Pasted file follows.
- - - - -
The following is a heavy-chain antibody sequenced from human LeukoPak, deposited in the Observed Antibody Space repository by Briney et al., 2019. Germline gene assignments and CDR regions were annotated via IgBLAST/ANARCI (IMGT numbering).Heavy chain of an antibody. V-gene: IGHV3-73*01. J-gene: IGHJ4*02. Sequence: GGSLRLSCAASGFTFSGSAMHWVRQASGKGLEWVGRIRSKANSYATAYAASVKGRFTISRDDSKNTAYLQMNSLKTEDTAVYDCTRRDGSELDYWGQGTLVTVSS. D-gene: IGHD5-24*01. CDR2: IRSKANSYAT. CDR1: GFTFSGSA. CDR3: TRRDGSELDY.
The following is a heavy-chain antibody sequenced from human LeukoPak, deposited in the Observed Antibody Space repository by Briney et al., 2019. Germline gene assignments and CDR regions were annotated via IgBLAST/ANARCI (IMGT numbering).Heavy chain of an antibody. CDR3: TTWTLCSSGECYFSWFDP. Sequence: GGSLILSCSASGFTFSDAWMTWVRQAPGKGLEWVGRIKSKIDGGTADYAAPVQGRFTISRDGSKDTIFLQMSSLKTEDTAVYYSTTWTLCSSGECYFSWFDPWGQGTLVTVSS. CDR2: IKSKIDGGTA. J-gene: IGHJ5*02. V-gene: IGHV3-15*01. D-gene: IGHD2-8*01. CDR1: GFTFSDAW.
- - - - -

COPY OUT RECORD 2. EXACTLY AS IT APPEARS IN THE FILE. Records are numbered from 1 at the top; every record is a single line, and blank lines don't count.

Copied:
The following is a heavy-chain antibody sequenced from human LeukoPak, deposited in the Observed Antibody Space repository by Briney et al., 2019. Germline gene assignments and CDR regions were annotated via IgBLAST/ANARCI (IMGT numbering).Heavy chain of an antibody. CDR3: TTWTLCSSGECYFSWFDP. Sequence: GGSLILSCSASGFTFSDAWMTWVRQAPGKGLEWVGRIKSKIDGGTADYAAPVQGRFTISRDGSKDTIFLQMSSLKTEDTAVYYSTTWTLCSSGECYFSWFDPWGQGTLVTVSS. CDR2: IKSKIDGGTA. J-gene: IGHJ5*02. V-gene: IGHV3-15*01. D-gene: IGHD2-8*01. CDR1: GFTFSDAW.